The maritime industry is responsible for transporting more than 80% of global trade of goods, such as automobiles, bulk commodities, chemicals, wood products, iron and steel, garments and shoes, and consumer goods, toys, electrical appliances, oil and gas, pharmaceutical products and food.
COVID-19 related measures imposed by Governments, including travel bans, embarkation and disembarkation restrictions or suspension in the issuance of travel documents, have severely strained the working conditions in the global shipping sector, resulting in a humanitarian and safety crisis.
Hundreds of thousands of seafarers are trapped on ships as routine crew changes cannot be carried out, while hundreds of thousands are stranded on land, prevented from re-joining ships.
Those stranded on ships are being denied their human rights, including their rights to physical and mental health, to family life, and to freedom of movement, and are often forced to work beyond the default 11-month maximum period of service on board, as established by International Labour Organization (ILO) Maritime Labour Convention, 2006 (MLC, 2006). This is resulting in cases that could amount to forced labour.
The UN General Assembly, the Secretary General and UN agencies have called on governments to designate seafarers as “key workers” and to honour their commitment to seafarers, especially as it relates to medical care, length of service and repatriation.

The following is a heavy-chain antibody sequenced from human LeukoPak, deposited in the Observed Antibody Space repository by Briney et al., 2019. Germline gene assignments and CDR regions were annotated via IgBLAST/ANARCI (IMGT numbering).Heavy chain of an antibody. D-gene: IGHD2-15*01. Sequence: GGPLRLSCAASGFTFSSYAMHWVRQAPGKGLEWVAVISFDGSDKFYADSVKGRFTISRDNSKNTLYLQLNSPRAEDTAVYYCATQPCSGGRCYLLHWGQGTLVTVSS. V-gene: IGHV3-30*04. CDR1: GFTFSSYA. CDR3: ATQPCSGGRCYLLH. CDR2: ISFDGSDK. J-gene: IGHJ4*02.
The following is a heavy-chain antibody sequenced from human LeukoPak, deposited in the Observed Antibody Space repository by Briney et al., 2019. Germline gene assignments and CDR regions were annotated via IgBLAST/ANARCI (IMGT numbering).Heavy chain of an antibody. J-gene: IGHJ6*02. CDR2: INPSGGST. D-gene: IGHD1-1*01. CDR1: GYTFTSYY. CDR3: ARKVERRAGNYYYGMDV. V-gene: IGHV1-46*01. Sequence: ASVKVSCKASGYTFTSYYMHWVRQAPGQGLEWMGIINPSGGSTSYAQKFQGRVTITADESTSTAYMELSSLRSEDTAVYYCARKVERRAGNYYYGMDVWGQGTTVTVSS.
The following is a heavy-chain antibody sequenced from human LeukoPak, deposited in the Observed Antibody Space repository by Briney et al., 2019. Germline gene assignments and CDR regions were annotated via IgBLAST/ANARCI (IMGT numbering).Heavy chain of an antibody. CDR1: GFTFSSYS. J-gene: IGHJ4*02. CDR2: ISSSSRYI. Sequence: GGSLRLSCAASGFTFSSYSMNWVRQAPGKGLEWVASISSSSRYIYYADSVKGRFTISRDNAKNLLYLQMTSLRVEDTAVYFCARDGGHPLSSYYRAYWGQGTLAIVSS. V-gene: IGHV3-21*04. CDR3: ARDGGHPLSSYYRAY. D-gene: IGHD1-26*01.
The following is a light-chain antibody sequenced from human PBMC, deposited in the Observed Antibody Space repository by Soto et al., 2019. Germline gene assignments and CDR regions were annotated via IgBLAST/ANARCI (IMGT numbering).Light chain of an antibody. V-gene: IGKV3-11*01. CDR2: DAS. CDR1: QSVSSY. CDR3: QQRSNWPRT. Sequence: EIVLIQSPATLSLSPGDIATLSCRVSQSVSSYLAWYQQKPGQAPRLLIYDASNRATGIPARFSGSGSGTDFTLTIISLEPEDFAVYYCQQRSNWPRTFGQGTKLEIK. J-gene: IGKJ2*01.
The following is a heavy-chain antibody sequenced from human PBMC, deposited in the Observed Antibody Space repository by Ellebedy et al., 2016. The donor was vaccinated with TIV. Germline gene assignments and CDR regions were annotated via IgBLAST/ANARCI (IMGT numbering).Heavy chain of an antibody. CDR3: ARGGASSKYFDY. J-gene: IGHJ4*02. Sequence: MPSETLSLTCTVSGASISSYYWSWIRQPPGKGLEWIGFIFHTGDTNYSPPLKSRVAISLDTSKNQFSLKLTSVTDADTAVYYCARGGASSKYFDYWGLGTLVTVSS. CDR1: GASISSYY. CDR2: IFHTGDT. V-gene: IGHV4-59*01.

The UN Human Rights Office, the UN Global Compact, and the UN Working Group on Business and Human Rights have issued a statement calling upon companies to act under the UNGPs. This call has been echoed by the International Labour Organization (ILO).
In the context of the COVID-19 crisis, business enterprises that engage with the maritime industry should undertake human rights due diligence to identify, prevent, mitigate and address adverse human rights impacts on seafarers resulting from restrictions to crew changes. This involves utilizing leverage – individually and collectively – on governments and maritime transport providers to ensure respect for seafarers’ rights. The scale and complexity of due diligence should be reasonable and proportional to its their size and operational context, among other factors.
Moreover, companies should not exert undue pressure on the maritime industry to lessen the protection afforded by existing standards, including those set out in the MLC, 2006. For instance, some are demonstrating irresponsible practices that jeopardize seafarers’ rights, including the appearance of ‘no crew change clauses’ in contracts between charterers and the maritime industry.